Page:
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H I S    T E E N S:
The diagnosis of death at the age of 14
the director that would inspire him to live through it and alter his destiny.

By the time his teens rolled around, Joshua Crawford’s homelife would be nothing like the one at Signature Place, nor would his ambitions be anywhere near what they would later become; that of a driven individual against all odds. He claims he suffered from emotional distress during these years, that cornered his free will, and implanted in him a hatred towards alcoholism and what it often did to children that were raised around it.

            Much had been made of the fact that he had been given a camcorder for his 14th birthday, in which he had used to experiment with angles and plot scenarios on a think-up-on-spur-of-the-moment type premise, but as the summer of 1989 progressed, a hidden battle would began inside his body that would soon leave his parents puzzled, his doctors angered, and his spirit shattered. Yet strangely enough, his motivation to overcome such obstacles would come by way of the most prosperous director of motion pictures in the entire history of the industry itself; Steven Spielberg.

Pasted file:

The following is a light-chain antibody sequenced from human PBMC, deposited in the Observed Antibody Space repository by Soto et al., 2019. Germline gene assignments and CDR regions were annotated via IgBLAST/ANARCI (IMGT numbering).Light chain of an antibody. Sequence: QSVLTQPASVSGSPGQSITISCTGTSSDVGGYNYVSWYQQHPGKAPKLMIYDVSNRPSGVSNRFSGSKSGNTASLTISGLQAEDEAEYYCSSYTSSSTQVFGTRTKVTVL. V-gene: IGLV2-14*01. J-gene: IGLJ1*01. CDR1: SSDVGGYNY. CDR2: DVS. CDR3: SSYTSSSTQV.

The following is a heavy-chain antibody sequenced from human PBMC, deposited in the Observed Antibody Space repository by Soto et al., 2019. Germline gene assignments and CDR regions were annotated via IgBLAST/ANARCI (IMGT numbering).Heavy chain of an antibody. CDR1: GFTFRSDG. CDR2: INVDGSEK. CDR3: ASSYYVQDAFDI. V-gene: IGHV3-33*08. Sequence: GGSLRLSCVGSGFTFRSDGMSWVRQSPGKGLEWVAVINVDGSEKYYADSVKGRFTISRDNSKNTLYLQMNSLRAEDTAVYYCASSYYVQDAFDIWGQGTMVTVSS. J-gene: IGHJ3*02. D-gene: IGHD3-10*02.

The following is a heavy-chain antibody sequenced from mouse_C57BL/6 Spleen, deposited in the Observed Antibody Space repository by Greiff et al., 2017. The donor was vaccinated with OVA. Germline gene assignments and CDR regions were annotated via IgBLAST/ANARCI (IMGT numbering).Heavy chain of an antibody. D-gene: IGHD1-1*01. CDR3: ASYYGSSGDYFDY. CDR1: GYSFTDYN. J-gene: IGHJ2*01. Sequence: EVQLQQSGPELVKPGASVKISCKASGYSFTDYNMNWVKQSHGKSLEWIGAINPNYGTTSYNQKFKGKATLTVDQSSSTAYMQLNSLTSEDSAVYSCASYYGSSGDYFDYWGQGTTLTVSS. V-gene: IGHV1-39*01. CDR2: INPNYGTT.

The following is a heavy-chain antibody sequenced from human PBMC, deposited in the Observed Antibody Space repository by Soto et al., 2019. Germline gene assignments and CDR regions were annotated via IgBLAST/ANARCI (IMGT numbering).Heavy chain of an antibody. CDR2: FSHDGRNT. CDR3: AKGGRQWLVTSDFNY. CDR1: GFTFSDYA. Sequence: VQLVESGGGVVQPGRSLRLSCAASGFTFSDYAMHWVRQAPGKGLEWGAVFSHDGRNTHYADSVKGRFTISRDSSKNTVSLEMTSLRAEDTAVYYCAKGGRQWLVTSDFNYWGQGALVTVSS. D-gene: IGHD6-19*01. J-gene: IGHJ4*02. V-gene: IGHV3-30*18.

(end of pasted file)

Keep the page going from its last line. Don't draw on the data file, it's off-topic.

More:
Thinking he merely had the symptoms of the flu, in August, he paid a visit to his doctor … who thinking he might have pneumonia (which Crawford had twice suffered from during his parents’ divorce), took a chest x-ray, only to uncover a shocking discovery; his heart was five-times larger than would it should be. The doctor was in complete awe that the young teenage boy was even standing. Immediately, he was airlifted to St. Luke’s Episcopal hospital in Houston, Texas (The Texas Heart Institute) … where a team of the world’s top cardiologists (12 of them to be precise) mandated a heart-transplant, or he would soon succumb to death instantly; as a mysterious yet-to-be-known virus had attacked his heart, massively irritating it in the process, causing ‘Cardiomyopathy’ (which means “enlarged heart.”) Though Crawford’s particular kind, had deemed him “the youngest to have ever gotten this enlarged, and this deadly.” He allegedly slept at a pulse rate of 191 beats per minute (when normal was 70-80), and sat up a rate of 250; often awakening with his face being covered by a paper-bag; as when he did sleep, he would hyperventilate in his dreamstate.